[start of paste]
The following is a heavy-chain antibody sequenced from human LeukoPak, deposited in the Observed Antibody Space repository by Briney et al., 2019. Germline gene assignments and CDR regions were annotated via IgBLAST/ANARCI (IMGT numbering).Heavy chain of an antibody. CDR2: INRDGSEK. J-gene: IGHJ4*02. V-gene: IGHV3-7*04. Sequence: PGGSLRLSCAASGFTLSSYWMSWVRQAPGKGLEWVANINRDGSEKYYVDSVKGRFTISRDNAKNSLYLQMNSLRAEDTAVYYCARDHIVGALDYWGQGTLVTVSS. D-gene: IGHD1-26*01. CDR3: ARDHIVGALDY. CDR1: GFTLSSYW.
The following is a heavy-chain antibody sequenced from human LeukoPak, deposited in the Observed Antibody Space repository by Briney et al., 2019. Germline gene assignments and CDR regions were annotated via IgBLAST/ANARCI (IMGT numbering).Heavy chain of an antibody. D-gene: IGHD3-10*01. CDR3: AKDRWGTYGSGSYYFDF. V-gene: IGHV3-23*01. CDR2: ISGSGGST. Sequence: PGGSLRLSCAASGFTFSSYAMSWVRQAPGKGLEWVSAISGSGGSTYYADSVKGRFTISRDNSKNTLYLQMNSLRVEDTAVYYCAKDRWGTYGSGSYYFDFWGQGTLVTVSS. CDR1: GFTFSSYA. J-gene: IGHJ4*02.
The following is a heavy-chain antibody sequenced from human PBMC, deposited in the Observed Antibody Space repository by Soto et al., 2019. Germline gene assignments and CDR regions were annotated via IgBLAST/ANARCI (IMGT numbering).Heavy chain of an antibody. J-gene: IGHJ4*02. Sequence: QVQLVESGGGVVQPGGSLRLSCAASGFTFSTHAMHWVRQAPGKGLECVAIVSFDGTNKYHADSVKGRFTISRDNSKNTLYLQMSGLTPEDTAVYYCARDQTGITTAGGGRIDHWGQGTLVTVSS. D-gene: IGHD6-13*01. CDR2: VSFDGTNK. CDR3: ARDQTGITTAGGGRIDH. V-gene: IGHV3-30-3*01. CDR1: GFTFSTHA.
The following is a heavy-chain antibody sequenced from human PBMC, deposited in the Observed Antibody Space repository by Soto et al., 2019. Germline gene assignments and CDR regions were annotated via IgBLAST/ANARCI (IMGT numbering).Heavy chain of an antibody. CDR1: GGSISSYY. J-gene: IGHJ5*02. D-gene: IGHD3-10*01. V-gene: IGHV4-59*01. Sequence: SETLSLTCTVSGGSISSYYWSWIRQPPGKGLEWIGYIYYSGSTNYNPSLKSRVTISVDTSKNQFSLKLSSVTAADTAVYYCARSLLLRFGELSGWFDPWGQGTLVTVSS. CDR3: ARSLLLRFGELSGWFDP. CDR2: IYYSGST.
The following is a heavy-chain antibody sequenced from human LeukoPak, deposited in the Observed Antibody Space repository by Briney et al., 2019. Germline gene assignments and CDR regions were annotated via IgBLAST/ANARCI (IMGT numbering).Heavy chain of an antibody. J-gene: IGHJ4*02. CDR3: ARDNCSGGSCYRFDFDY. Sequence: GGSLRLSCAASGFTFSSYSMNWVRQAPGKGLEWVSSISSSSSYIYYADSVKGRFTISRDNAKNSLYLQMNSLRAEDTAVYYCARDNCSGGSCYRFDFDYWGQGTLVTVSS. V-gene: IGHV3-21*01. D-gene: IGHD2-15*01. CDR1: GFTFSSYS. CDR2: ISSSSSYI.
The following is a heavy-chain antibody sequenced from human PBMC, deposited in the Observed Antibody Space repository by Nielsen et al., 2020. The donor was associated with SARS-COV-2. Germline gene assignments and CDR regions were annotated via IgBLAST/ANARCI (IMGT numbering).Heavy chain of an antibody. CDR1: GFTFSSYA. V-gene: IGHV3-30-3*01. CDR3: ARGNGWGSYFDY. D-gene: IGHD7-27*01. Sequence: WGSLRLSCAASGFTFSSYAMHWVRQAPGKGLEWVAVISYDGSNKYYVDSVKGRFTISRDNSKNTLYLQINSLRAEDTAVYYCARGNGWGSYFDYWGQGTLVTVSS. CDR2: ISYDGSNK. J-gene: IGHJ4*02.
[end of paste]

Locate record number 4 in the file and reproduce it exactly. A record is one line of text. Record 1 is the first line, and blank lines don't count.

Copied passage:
The following is a heavy-chain antibody sequenced from human PBMC, deposited in the Observed Antibody Space repository by Soto et al., 2019. Germline gene assignments and CDR regions were annotated via IgBLAST/ANARCI (IMGT numbering).Heavy chain of an antibody. CDR1: GGSISSYY. J-gene: IGHJ5*02. D-gene: IGHD3-10*01. V-gene: IGHV4-59*01. Sequence: SETLSLTCTVSGGSISSYYWSWIRQPPGKGLEWIGYIYYSGSTNYNPSLKSRVTISVDTSKNQFSLKLSSVTAADTAVYYCARSLLLRFGELSGWFDPWGQGTLVTVSS. CDR3: ARSLLLRFGELSGWFDP. CDR2: IYYSGST.